Psalm 57

Psalm 57[a]

Trust in God amid Suffering

1 For the director.[b] According to “Do not destroy.” A miktam of David. When he fled from Saul into the cave.

2 Have mercy on me, O God,
have mercy on me,
for in you my soul[c] takes refuge.
I will seek shelter in the shadow of your wings
until the time of danger has passed.
3 I call out to God Most High,
to God who takes care of me.[d]
4 May he send his help from heaven to deliver me
and put to shame those who trample upon me; Selah
may God send his kindness[e] and his faithfulness.
5 I lie prostrate in the midst of lions
who are hungrily seeking human prey.
Their teeth are spears and arrows,
and their tongues are razor-sharp swords.
6 Be exalted, O God, above the heavens;
let your glory shine over all the earth.[f]
7 They set a trap for my feet,
and I was overcome with distress.
They dug a pit in my path,
but they themselves fell into it. Selah
8 [g]My heart[h] is steadfast, O God,
my heart is steadfast;
I will sing and chant your praise;
9 awake, my soul!
Awake, lyre and harp!
I will awaken the dawn.[i]
10 [j]I will give thanks to you among the peoples, O Lord;
I will sing your praises among the nations.
11 For your kindness extends to the heavens;
your faithfulness, to the skies.
12 Be exalted, O God, above the heavens;
let your glory radiate over all the earth.

Footnotes

  1. Psalm 57:1 The psalmist pictures evildoers like lions tearing away at him and ravaging his reputation. It is altogether natural for him, then, to call upon God to come in power to chastise the enemy and establish his kingdom on earth. A second tableau ends the psalm: the believer sings of God’s deliverance, which comes like a dawn in the midst of the night of danger. Part of this psalm is duplicated in Ps 108 (57:8-12 is the same as 108:2-6).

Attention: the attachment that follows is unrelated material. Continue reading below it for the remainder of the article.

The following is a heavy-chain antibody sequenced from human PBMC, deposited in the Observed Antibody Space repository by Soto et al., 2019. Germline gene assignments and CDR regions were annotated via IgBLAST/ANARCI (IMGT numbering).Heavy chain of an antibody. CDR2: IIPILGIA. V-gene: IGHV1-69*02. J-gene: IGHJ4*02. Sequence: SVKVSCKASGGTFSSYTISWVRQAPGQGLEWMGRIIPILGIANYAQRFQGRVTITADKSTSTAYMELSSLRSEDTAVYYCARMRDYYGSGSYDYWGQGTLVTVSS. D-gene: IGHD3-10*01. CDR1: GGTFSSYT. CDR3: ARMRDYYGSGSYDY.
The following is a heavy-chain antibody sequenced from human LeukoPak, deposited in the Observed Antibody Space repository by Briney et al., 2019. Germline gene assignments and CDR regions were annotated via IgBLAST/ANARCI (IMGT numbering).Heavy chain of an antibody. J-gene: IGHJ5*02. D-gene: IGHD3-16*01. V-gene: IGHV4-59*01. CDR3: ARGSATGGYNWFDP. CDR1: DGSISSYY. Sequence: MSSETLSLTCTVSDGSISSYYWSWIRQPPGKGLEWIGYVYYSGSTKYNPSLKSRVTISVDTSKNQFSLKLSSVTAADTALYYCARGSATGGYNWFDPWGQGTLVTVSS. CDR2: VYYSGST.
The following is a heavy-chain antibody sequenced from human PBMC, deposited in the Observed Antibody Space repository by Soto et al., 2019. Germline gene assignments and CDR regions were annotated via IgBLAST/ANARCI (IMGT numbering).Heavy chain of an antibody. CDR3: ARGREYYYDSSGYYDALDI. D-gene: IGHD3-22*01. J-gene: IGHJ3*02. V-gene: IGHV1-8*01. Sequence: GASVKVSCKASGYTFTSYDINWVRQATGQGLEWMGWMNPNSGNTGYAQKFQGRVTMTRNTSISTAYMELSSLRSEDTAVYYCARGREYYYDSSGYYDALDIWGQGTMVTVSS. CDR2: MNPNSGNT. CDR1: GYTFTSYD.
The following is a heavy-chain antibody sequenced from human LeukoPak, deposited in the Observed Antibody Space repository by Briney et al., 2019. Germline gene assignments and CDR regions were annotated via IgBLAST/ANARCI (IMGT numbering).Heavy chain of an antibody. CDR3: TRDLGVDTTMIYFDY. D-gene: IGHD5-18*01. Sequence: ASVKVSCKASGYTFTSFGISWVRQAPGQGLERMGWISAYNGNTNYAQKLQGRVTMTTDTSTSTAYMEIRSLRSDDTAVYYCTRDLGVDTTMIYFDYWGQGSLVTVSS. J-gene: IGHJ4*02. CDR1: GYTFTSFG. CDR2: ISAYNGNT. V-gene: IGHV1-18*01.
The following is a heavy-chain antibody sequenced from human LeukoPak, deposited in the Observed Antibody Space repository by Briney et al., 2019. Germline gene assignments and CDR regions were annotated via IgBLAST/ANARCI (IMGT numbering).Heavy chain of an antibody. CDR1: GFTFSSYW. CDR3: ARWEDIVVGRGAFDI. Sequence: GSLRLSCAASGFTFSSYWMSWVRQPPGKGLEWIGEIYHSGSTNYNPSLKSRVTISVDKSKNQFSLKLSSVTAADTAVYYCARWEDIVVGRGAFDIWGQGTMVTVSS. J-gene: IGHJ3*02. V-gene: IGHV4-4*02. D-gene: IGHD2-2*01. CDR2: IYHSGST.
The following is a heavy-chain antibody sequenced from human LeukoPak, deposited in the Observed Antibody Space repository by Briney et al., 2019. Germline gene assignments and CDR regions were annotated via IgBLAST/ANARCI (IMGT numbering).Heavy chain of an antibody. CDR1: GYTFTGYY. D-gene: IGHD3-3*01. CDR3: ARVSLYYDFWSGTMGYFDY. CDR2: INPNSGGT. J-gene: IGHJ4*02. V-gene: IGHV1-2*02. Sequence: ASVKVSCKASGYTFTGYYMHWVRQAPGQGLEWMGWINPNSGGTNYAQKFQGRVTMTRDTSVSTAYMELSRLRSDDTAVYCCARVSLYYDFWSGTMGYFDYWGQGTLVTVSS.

This supplication may be justly applied to Christ during his whole public life and Passion. Surrounded and attacked by his enemies, he seeks refuge in his Father, who cannot abandon him. It can also fittingly be applied to us who are constantly threatened by our spiritual enemies.
  2. Psalm 57:1 For the director: these words are thought to be a musical or liturgical notation. According to “Do not destroy”: probably a note by an early scribe intended to prevent his manuscript from being discarded. Miktam: see note on Ps 16:1. For the event, see 1 Sam 24:1-3.
  3. Psalm 57:2 My soul: see note on Ps 6:4. Shadow of your wings: conventional Hebrew metaphor for protection; it may have been inspired by the wings of the cherubim spread over the Ark in the inner chamber of the temple (see 1 Ki 6:23-28).
  4. Psalm 57:3 Who takes care of me: an allusion to God’s providence; other translations given are: “who puts an end to my troubles” and “who perfects his work in me.”
  5. Psalm 57:4 Kindness: see note on Ps 6:5.
  6. Psalm 57:6 The psalmist asks that the kingdom of God may be manifested (see Ps 72:19; Num 14:21; 1 Chr 29:11; Isa 6:3; 33:10; Hab 2:14) by the deliverance of the faithful and the ruin of the wicked (see Pss 79:9; 102:16f; 138:5).
  7. Psalm 57:8 These verses (with slight variations) are the same as verses 2-6 of Ps 108.
  8. Psalm 57:8 The psalmist is at peace because of his trust in the Lord. Heart: see note on Ps 4:8.
  9. Psalm 57:9 Dawn: personified as in Ps 139:9; Job 3:9; 38:12. The “night” (v. 5: “lie prostrate”) symbolizes trials; deliverance comes with the “dawn” (see Ps 17:15).
  10. Psalm 57:10 A vow to offer ritual praise to the Lord for his goodness (see note on Ps 7:18). Kindness: see note on Ps 6:5.

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